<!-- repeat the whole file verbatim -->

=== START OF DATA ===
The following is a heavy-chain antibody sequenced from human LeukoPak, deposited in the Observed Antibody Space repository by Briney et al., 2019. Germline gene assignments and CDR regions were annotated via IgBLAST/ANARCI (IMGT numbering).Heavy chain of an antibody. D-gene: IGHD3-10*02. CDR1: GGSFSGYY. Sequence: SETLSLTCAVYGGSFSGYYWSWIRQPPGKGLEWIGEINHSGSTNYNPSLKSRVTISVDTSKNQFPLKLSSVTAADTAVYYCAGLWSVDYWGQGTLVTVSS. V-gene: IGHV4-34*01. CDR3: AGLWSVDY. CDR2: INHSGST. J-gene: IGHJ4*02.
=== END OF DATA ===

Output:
The following is a heavy-chain antibody sequenced from human LeukoPak, deposited in the Observed Antibody Space repository by Briney et al., 2019. Germline gene assignments and CDR regions were annotated via IgBLAST/ANARCI (IMGT numbering).Heavy chain of an antibody. D-gene: IGHD3-10*02. CDR1: GGSFSGYY. Sequence: SETLSLTCAVYGGSFSGYYWSWIRQPPGKGLEWIGEINHSGSTNYNPSLKSRVTISVDTSKNQFPLKLSSVTAADTAVYYCAGLWSVDYWGQGTLVTVSS. V-gene: IGHV4-34*01. CDR3: AGLWSVDY. CDR2: INHSGST. J-gene: IGHJ4*02.